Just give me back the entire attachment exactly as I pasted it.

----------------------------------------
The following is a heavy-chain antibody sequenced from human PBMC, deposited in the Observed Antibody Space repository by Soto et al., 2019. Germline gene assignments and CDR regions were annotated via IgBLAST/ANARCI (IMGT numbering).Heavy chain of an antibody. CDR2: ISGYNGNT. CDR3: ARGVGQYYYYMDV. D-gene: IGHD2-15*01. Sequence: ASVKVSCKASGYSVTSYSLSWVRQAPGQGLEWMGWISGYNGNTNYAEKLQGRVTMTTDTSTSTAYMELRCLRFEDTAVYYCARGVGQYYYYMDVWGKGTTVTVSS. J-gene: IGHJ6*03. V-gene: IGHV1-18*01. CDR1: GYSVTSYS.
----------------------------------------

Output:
The following is a heavy-chain antibody sequenced from human PBMC, deposited in the Observed Antibody Space repository by Soto et al., 2019. Germline gene assignments and CDR regions were annotated via IgBLAST/ANARCI (IMGT numbering).Heavy chain of an antibody. CDR2: ISGYNGNT. CDR3: ARGVGQYYYYMDV. D-gene: IGHD2-15*01. Sequence: ASVKVSCKASGYSVTSYSLSWVRQAPGQGLEWMGWISGYNGNTNYAEKLQGRVTMTTDTSTSTAYMELRCLRFEDTAVYYCARGVGQYYYYMDVWGKGTTVTVSS. J-gene: IGHJ6*03. V-gene: IGHV1-18*01. CDR1: GYSVTSYS.